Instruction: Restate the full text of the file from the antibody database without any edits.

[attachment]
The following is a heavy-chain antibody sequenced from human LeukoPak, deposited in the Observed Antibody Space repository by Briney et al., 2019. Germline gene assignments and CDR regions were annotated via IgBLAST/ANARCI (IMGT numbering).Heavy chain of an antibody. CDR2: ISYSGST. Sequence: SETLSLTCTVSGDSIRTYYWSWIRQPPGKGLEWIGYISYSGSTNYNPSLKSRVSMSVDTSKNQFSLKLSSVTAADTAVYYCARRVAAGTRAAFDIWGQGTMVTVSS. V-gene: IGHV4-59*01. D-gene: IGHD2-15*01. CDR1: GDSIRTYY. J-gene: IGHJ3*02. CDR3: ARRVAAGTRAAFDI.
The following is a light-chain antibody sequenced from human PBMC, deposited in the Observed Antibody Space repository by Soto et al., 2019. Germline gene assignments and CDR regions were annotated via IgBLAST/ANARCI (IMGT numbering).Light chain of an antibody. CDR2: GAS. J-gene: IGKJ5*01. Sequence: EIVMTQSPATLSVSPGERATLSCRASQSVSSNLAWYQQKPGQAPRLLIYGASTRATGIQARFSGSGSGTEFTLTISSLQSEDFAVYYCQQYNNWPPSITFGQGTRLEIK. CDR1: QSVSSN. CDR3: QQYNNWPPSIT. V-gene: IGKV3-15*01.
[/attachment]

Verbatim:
The following is a heavy-chain antibody sequenced from human LeukoPak, deposited in the Observed Antibody Space repository by Briney et al., 2019. Germline gene assignments and CDR regions were annotated via IgBLAST/ANARCI (IMGT numbering).Heavy chain of an antibody. CDR2: ISYSGST. Sequence: SETLSLTCTVSGDSIRTYYWSWIRQPPGKGLEWIGYISYSGSTNYNPSLKSRVSMSVDTSKNQFSLKLSSVTAADTAVYYCARRVAAGTRAAFDIWGQGTMVTVSS. V-gene: IGHV4-59*01. D-gene: IGHD2-15*01. CDR1: GDSIRTYY. J-gene: IGHJ3*02. CDR3: ARRVAAGTRAAFDI.
The following is a light-chain antibody sequenced from human PBMC, deposited in the Observed Antibody Space repository by Soto et al., 2019. Germline gene assignments and CDR regions were annotated via IgBLAST/ANARCI (IMGT numbering).Light chain of an antibody. CDR2: GAS. J-gene: IGKJ5*01. Sequence: EIVMTQSPATLSVSPGERATLSCRASQSVSSNLAWYQQKPGQAPRLLIYGASTRATGIQARFSGSGSGTEFTLTISSLQSEDFAVYYCQQYNNWPPSITFGQGTRLEIK. CDR1: QSVSSN. CDR3: QQYNNWPPSIT. V-gene: IGKV3-15*01.